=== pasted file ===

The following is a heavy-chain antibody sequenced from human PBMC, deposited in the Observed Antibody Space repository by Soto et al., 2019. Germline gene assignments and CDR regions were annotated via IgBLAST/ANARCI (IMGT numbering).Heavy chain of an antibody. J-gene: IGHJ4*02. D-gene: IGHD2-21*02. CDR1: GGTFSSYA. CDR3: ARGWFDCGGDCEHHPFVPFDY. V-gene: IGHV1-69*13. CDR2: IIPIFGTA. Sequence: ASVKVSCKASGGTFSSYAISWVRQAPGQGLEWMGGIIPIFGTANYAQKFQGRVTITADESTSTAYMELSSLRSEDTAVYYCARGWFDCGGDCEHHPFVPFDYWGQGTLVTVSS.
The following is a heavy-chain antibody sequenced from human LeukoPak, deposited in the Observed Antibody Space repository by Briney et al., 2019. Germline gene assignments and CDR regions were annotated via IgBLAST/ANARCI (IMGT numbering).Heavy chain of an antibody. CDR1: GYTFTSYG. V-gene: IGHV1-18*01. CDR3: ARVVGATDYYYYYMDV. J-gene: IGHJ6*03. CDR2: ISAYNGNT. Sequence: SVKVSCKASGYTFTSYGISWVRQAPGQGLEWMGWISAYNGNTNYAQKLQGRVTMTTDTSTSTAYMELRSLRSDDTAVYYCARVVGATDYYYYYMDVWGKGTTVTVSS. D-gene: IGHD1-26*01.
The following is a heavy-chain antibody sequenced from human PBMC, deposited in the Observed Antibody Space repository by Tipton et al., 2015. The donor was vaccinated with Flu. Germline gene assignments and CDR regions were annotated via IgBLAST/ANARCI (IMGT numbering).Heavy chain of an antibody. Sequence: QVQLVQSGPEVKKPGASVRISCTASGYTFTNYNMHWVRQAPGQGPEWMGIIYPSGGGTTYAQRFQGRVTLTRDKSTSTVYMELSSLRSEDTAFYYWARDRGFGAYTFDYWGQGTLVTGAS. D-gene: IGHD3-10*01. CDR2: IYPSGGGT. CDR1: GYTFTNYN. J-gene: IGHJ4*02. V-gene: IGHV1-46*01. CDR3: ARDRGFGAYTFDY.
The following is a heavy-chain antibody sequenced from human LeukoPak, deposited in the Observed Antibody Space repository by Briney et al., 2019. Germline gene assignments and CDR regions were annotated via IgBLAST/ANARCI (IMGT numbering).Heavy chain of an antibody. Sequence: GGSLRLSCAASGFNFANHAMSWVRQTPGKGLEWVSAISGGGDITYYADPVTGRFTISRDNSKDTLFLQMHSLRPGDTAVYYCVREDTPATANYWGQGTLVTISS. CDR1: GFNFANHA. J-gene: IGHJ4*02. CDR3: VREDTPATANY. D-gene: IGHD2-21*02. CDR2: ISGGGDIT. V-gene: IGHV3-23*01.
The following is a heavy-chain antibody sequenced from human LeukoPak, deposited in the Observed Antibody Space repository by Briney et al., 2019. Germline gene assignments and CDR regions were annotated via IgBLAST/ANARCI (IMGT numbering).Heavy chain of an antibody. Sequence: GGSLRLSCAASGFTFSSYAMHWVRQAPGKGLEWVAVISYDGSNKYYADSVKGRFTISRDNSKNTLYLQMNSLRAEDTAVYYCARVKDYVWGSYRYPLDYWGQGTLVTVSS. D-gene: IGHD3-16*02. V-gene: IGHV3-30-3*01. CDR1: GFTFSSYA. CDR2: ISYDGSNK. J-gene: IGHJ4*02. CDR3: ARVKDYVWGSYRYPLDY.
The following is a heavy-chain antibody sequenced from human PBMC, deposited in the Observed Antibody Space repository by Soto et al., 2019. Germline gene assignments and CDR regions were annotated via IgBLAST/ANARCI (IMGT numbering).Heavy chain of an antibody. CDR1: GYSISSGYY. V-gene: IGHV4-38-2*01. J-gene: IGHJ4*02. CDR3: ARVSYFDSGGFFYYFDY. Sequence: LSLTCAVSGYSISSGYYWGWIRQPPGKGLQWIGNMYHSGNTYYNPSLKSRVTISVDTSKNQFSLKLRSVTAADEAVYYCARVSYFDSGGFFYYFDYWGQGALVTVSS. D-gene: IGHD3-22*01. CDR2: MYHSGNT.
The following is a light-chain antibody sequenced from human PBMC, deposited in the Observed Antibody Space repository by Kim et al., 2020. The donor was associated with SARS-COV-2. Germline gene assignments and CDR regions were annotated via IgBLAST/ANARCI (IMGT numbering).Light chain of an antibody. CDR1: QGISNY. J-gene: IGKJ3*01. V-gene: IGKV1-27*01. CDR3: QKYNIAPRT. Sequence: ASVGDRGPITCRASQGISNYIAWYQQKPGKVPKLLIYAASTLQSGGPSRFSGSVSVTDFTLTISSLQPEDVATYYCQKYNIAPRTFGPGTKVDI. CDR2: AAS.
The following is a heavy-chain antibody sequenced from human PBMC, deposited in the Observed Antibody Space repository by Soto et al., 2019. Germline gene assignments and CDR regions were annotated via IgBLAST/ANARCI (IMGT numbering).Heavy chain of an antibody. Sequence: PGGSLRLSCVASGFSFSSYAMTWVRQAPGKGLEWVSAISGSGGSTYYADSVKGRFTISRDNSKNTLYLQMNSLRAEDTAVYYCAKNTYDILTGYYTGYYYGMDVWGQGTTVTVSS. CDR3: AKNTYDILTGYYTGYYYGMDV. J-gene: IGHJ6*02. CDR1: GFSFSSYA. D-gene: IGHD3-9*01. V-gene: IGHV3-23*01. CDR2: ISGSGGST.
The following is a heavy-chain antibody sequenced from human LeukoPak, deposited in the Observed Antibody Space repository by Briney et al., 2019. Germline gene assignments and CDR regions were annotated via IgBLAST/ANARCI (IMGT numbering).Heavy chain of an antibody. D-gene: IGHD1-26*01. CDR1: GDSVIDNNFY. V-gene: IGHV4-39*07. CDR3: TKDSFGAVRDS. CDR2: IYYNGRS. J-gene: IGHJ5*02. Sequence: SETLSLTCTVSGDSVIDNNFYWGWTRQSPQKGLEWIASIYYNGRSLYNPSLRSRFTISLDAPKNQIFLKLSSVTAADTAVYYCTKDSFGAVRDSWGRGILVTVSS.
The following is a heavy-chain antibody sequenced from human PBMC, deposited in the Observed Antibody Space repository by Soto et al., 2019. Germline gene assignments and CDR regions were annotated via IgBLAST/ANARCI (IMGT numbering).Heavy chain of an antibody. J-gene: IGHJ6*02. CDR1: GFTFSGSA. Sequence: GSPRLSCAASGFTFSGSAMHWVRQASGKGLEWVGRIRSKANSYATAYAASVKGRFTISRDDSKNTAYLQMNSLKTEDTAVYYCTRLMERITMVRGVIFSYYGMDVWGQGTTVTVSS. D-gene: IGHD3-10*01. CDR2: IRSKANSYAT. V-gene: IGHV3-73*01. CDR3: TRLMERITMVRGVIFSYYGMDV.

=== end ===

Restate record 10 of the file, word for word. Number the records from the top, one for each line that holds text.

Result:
The following is a heavy-chain antibody sequenced from human PBMC, deposited in the Observed Antibody Space repository by Soto et al., 2019. Germline gene assignments and CDR regions were annotated via IgBLAST/ANARCI (IMGT numbering).Heavy chain of an antibody. J-gene: IGHJ6*02. CDR1: GFTFSGSA. Sequence: GSPRLSCAASGFTFSGSAMHWVRQASGKGLEWVGRIRSKANSYATAYAASVKGRFTISRDDSKNTAYLQMNSLKTEDTAVYYCTRLMERITMVRGVIFSYYGMDVWGQGTTVTVSS. D-gene: IGHD3-10*01. CDR2: IRSKANSYAT. V-gene: IGHV3-73*01. CDR3: TRLMERITMVRGVIFSYYGMDV.